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Cards can’t rally after Garcia’s rare off night

September 9, 2010 Comments off

MILWAUKEE — As dominant as Jaime Garcia had been lately, the Cardinals’ prospects of winning the series against the Brewers certainly looked good heading into the finale.

Add his 2-1 record with a 1.08 ERA against the Brewers this season with just three earned runs allowed on 20 hits and it would seem everything was in place for St. Louis to head out of town on a winning note as they looked to stay in the National League playoff hunt.

Instead, Garcia delivered the worst starting performance of his career, as the Cardinals lost, 8-1, on Wednesday for a tough road series loss after taking the series opener on Monday.

With their lineup, the Brewers were bound to rough up Garcia eventually. But with the way the rookie left-hander had shut them down in four previous starts, it would have been hard to predict they’d hand him his worst outing of the season.

“Obviously, they have a great lineup and good team,” Garcia said. “It was just one of those days that I tried to do too much.

“It was just me not having confidence tonight and being lost out there.”

Entering the game, the Brewers had scored just seven runs — three earned — on 20 hits in 25 innings against Garcia with 22 strikeouts against 10 walks. They doubled their run total on Wednesday, putting up seven runs on seven hits in just four innings.

“Tonight might have been the result of being more aggressive,” said left fielder Ryan Braun, who drove in four of the Brewers’ eight runs. “When you’re aggressive and putting pressure on the other team, it seems to be advantageous.

“He didn’t make too many mistakes, but the ones he did make, we were able to take advantage of.”

A couple of those mistakes — two walks — played integral roles in the Brewers’ big innings.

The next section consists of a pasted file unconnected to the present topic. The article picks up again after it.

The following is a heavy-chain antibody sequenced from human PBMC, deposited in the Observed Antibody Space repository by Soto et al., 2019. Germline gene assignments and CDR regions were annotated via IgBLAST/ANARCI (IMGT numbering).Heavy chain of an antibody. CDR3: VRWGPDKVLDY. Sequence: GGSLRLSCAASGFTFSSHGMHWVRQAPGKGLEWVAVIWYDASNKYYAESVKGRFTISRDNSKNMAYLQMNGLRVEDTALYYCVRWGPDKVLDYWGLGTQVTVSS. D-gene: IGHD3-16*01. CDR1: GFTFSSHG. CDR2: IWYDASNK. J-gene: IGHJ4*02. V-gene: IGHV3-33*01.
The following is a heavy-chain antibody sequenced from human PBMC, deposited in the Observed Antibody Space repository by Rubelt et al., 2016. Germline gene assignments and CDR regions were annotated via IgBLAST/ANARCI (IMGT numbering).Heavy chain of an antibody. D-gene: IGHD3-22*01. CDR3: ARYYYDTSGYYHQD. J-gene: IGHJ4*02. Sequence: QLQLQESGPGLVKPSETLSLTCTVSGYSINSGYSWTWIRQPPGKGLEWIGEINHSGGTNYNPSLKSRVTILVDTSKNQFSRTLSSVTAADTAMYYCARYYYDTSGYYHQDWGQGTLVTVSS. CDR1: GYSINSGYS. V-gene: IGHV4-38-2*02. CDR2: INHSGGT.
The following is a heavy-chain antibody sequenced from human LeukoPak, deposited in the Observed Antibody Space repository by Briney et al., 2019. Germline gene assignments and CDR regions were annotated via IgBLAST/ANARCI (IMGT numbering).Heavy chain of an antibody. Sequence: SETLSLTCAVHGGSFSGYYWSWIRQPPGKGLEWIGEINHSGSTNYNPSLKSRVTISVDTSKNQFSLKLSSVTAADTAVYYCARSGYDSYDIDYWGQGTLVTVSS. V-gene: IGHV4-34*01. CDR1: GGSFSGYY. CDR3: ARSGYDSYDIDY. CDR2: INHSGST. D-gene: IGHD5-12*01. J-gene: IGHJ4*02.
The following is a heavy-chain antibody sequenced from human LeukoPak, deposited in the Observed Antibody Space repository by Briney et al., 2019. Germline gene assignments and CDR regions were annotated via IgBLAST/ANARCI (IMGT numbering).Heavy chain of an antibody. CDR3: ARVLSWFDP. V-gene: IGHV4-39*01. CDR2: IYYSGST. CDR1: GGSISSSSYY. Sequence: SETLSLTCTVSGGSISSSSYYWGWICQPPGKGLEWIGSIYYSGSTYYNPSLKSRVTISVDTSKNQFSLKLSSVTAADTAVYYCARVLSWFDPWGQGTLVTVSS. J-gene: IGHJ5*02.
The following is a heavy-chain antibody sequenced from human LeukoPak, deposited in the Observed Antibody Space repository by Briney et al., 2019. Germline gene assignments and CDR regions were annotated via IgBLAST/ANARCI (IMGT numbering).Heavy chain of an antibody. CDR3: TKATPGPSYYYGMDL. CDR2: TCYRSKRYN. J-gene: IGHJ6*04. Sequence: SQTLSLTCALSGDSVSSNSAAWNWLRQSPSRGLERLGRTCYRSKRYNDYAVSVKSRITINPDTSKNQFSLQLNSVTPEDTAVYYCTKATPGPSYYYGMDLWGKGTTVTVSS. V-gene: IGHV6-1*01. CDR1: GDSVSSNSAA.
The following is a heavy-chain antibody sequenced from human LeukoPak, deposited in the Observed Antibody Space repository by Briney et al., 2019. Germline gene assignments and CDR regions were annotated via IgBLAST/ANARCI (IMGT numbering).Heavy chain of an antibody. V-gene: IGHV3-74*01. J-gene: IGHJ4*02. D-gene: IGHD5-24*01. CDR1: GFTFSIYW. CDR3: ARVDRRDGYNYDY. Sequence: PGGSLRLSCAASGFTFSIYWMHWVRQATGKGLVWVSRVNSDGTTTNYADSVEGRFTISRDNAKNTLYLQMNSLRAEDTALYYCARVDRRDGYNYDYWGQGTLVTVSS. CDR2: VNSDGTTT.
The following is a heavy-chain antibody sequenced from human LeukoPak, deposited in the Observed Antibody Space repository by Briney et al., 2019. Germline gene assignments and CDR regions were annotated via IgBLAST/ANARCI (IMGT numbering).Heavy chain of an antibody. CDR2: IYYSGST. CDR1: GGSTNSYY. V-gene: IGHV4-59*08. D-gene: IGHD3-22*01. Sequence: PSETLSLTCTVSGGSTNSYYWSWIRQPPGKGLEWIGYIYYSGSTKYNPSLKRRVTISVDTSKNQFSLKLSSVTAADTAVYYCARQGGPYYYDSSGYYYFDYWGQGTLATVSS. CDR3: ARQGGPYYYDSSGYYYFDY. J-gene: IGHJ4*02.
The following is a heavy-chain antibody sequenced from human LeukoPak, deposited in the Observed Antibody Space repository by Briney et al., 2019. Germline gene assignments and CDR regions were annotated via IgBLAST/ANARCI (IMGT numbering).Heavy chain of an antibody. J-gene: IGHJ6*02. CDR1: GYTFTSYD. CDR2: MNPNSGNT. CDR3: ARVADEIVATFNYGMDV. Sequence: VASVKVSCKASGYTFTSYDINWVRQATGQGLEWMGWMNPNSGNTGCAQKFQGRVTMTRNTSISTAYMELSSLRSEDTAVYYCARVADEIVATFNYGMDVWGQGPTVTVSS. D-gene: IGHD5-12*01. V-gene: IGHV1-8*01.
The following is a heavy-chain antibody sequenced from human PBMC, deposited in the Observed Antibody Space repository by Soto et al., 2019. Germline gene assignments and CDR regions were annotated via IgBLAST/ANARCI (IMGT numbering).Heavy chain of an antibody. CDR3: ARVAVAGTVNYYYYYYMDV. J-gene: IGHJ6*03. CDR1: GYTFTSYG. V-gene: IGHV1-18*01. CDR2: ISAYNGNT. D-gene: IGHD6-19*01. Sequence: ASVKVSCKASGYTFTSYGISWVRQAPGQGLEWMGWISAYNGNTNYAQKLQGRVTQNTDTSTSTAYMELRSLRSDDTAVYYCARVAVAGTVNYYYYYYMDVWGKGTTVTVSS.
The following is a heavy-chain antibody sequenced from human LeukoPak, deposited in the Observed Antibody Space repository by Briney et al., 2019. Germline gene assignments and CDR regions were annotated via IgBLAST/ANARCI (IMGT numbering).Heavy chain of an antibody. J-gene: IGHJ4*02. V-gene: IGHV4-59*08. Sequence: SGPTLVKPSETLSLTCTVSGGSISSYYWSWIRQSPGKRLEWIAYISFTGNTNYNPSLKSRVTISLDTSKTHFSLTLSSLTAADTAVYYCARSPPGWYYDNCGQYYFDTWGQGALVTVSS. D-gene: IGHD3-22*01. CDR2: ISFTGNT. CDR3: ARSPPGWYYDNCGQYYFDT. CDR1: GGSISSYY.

With one out in the third inning, Garcia walked Rickie Weeks, who stole second base. One strikeout later, Garcia surrendered three straight hits, an RBI single by Ryan Braun, a Prince Fielder ground-rule double and a two-run single by Casey McGehee.

An inning later, it was much the same story.

After shortstop Alcides Escobar led off with a single, Weeks walked again, with two outs this time, to spark the Brewers. Right fielder Corey Hart followed with a single, scoring Escobar, and Braun blasted a three-run homer just over the wall in center field.

“That was completely, 100 percent my fault,” Garcia said of the home run. “[Pitching coach Dave] Duncan went out there and told me we need to do something with sinkers and I threw a changeup.

“That happens when you try to do something else.”

Garcia’s line marked a career-worst outing for the rookie. Garcia had surrendered as many as eight runs in a game on Aug. 3, but only four were earned. His previous high in earned runs allowed was five.

“I think he was just in the middle of the plate,” said Cardinals manager Tony La Russa. “He had good stuff through a lot of it, but if you look at the pitches that they hurt him on for runs, he just got the ball in the middle.

“That’s something he hasn’t done very often. It was one of those nights.”

The disappointing outing by Garcia only added to what has been a rough start to a crucial road trip for the Cardinals.

With the Reds losing to the Rockies on Tuesday and Wednesday, the Cardinals could potentially have gained two games in the division race with wins. Instead, they remain six games behind Cincinnati in the NL Central with 25 to play.